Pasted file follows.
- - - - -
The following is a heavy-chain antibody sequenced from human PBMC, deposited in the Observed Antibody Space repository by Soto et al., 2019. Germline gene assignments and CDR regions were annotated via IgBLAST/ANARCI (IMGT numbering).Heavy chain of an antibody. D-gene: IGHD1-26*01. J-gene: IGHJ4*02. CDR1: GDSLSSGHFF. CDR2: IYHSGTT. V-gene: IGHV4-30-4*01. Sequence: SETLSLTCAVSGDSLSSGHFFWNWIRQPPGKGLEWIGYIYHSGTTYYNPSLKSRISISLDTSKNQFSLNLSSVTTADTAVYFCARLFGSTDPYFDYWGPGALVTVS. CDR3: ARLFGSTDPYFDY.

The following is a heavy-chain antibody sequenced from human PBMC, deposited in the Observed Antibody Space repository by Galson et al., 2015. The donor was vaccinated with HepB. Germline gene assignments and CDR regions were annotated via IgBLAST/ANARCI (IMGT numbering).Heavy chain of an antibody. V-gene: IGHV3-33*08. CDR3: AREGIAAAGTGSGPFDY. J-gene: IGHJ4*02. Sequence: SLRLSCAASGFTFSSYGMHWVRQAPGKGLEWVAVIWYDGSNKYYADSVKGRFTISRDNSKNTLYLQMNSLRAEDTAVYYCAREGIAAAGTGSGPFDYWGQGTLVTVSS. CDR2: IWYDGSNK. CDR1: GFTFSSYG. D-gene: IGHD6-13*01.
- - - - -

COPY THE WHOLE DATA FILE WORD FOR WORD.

The following is a heavy-chain antibody sequenced from human PBMC, deposited in the Observed Antibody Space repository by Soto et al., 2019. Germline gene assignments and CDR regions were annotated via IgBLAST/ANARCI (IMGT numbering).Heavy chain of an antibody. D-gene: IGHD1-26*01. J-gene: IGHJ4*02. CDR1: GDSLSSGHFF. CDR2: IYHSGTT. V-gene: IGHV4-30-4*01. Sequence: SETLSLTCAVSGDSLSSGHFFWNWIRQPPGKGLEWIGYIYHSGTTYYNPSLKSRISISLDTSKNQFSLNLSSVTTADTAVYFCARLFGSTDPYFDYWGPGALVTVS. CDR3: ARLFGSTDPYFDY.

The following is a heavy-chain antibody sequenced from human PBMC, deposited in the Observed Antibody Space repository by Galson et al., 2015. The donor was vaccinated with HepB. Germline gene assignments and CDR regions were annotated via IgBLAST/ANARCI (IMGT numbering).Heavy chain of an antibody. V-gene: IGHV3-33*08. CDR3: AREGIAAAGTGSGPFDY. J-gene: IGHJ4*02. Sequence: SLRLSCAASGFTFSSYGMHWVRQAPGKGLEWVAVIWYDGSNKYYADSVKGRFTISRDNSKNTLYLQMNSLRAEDTAVYYCAREGIAAAGTGSGPFDYWGQGTLVTVSS. CDR2: IWYDGSNK. CDR1: GFTFSSYG. D-gene: IGHD6-13*01.